SCOM 2016 – Network Monitoring MP Generator Tool

SNMP

In one of my previous posts, I covered SCOM 2016 TP5 – What’s New and one of the topics mentioned was, that Microsoft will provide a tool to generate SNMP management packs. A what? Ok, let me explain. You are able to monitor network devices via SNMP. Well this is no magic and pretty common these days. SCOM 2012 provided a new rebuild SNMP stack for monitoring network devices. The magic was / is, that you just need to discover the device and SCOM will take care of the rest, meaning it will discover model, type, cpu, memory, network traffic and a lot more. There is just one problem, because there are so many devices available, SCOM cannot support all devices to the same level. What does that mean? There are “Certified” devices for SCOM which will be monitored very deeply and there are “Generic” devices which are just monitored in a less deep way.

  1. Basic Monitoring – This includes “Availability Monitoring” and “Port/Interface monitoring” for all network devices that have implemented the interface MIB (RFC 2863) and MIB-II (RFC 1213) standards.
  2. Extended Monitoring – This includes monitoring Processor and Memory components of the network device. This level of monitoring is currently available only for network devices certified by Microsoft, as those components could be discovered and monitored mostly through private MIBs.

As you can see there will be missing information depending on the device support. To close this gap, Microsoft created a command line tool to generate a management pack which will monitor these missing things.In this example here, I will kind “abuse” this tool to monitor a Windows Server via SNMP. Because I don’t have a network device and I want to do a bit more advanced stuff we will create a SNMP MP for a Windows Server 2012 R2. Some of you SCOM guys will now yell at me – “That is not possible, because you cannot discover Windows Servers via SNMP in SCOM!”. Of course it is!

How does this Network Monitoring MP Generator Tool work at a high level view? Well, basically you provide an OID (Object Identifier) for the target, an OID for the value you want to monitor and then you need to set thresholds for triggering alerts. That’s it, the tool itself will create all necessary information in the background. So let’s start, first we prepare our target server for monitoring…

Step 1 – Install SNMP service

On your Windows Server go to Add Roles and Features wizard and select SNMP Service in the Feature section, it will look like this…

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After you installed the SNMP service, open the Services MMC and open the SNMP service, select the Security tab and configure the SNMP settings like below, in this example I will provide a read-only community string public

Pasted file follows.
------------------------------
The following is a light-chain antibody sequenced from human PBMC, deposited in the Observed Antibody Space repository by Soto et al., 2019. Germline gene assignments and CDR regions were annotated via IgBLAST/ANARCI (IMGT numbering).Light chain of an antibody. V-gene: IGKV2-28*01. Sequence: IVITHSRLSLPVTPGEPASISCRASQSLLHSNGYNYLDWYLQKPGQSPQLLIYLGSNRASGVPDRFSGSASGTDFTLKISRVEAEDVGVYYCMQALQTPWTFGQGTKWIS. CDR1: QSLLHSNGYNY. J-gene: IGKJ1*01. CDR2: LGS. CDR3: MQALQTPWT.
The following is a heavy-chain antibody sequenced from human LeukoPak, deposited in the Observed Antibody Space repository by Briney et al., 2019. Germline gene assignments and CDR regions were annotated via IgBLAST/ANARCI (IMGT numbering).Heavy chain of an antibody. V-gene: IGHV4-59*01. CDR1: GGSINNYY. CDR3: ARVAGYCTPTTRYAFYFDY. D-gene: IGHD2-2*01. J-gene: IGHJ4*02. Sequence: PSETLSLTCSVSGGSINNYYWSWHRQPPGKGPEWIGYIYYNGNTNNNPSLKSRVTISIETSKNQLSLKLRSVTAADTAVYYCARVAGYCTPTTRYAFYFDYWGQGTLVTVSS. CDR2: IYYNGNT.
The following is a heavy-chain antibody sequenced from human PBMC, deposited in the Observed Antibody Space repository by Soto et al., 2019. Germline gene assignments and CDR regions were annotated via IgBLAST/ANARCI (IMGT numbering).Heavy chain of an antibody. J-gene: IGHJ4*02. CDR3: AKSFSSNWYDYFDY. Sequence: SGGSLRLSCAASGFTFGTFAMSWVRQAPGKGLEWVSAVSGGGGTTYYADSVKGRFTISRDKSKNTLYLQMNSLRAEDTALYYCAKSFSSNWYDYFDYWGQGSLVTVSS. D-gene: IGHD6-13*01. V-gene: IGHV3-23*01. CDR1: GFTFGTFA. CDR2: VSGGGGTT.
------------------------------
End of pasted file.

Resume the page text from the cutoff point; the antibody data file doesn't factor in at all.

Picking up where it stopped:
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So, now we are able to query our Windows Server with the “password” / community string public and getting all the SNMP information.

Step 2 – Configure SCOM for SNMP discovery

Out of the box SCOM will not discover any Windows Server, it is just prevented within a the network configuration files. BUT, it says configuration files and configurations files are there to configure properly :). Kevin Holman has blogged once about this hack. What you need to do is just to configure the \Program Files\Microsoft System Center 2012 R2\Operations Manager\Server\NetworkMonitoring\rules\discovery\ic-post-processor.asl file and set the following settings…

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We now just disabled four checks which test either for MICROSOFT, Windows, Windows Server OID, ntEMANATEMasterAgent OID. Now we are able to discover our Windows Server in SCOM…

Step 3 – Discover Windows Server

In the SCOM console go to Administration/Network Management and create a new Explicit Discovery Rule, like in this screenshot…

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I am assuming you know, how to discover network devices, if not, please read this TechNet article here. After successful discovery the Windows Server will appear in the Network Monitoring/Network Devices view…

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At this point we have build the foundation for monitoring our Windows Server. Next we need to figure out WHAT we want to monitor. If we check the Health Explorer we can see there are just two monitors…

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…and one ICMP Ping Response Time rule, which we can see in a performance view…

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Step 4 – Find Windows Server Management Information Base (MIB)

On the server, where you installed the SNMP service you will find some pretty neat information about the Windows Server MIB. During installation of the Windows SNMP Service, specific MIB files were added in the following directory C:\Windows\System32